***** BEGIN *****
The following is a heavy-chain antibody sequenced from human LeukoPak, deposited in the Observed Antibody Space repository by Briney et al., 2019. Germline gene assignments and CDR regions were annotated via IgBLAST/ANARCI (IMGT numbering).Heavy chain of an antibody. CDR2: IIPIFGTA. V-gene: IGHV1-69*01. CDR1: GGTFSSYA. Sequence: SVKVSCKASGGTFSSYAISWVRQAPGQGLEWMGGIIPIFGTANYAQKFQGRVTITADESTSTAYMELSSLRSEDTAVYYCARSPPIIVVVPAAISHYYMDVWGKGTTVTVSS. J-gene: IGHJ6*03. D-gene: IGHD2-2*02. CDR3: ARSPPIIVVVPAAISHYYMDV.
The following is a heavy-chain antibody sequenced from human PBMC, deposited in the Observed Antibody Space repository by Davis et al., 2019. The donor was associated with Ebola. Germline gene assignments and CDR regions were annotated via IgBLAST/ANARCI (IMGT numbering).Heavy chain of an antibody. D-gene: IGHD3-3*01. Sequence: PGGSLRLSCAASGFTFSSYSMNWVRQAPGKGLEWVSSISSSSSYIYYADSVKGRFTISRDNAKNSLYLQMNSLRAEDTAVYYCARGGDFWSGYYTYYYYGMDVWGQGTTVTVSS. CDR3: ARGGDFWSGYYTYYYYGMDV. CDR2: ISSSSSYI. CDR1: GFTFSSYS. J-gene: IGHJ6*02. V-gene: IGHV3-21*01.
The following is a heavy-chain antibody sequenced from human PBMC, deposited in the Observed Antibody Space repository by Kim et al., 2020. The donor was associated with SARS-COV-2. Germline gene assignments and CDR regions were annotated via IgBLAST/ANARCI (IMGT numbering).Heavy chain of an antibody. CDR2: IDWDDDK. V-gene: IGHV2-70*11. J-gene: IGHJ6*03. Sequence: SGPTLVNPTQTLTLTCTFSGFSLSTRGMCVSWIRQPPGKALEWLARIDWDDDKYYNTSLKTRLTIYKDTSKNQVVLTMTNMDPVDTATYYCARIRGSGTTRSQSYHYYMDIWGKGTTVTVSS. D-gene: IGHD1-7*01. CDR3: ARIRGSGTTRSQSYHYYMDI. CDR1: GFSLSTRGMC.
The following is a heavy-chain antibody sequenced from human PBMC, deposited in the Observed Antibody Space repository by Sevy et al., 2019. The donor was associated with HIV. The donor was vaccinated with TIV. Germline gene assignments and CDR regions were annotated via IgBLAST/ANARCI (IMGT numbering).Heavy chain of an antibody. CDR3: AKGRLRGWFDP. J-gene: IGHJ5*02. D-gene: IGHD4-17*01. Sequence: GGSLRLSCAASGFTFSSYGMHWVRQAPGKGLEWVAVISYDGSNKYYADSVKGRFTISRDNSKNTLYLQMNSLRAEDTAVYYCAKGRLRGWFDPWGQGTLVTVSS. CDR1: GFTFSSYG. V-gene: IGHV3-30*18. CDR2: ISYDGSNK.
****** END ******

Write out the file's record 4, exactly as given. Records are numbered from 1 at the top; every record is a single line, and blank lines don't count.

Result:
The following is a heavy-chain antibody sequenced from human PBMC, deposited in the Observed Antibody Space repository by Sevy et al., 2019. The donor was associated with HIV. The donor was vaccinated with TIV. Germline gene assignments and CDR regions were annotated via IgBLAST/ANARCI (IMGT numbering).Heavy chain of an antibody. CDR3: AKGRLRGWFDP. J-gene: IGHJ5*02. D-gene: IGHD4-17*01. Sequence: GGSLRLSCAASGFTFSSYGMHWVRQAPGKGLEWVAVISYDGSNKYYADSVKGRFTISRDNSKNTLYLQMNSLRAEDTAVYYCAKGRLRGWFDPWGQGTLVTVSS. CDR1: GFTFSSYG. V-gene: IGHV3-30*18. CDR2: ISYDGSNK.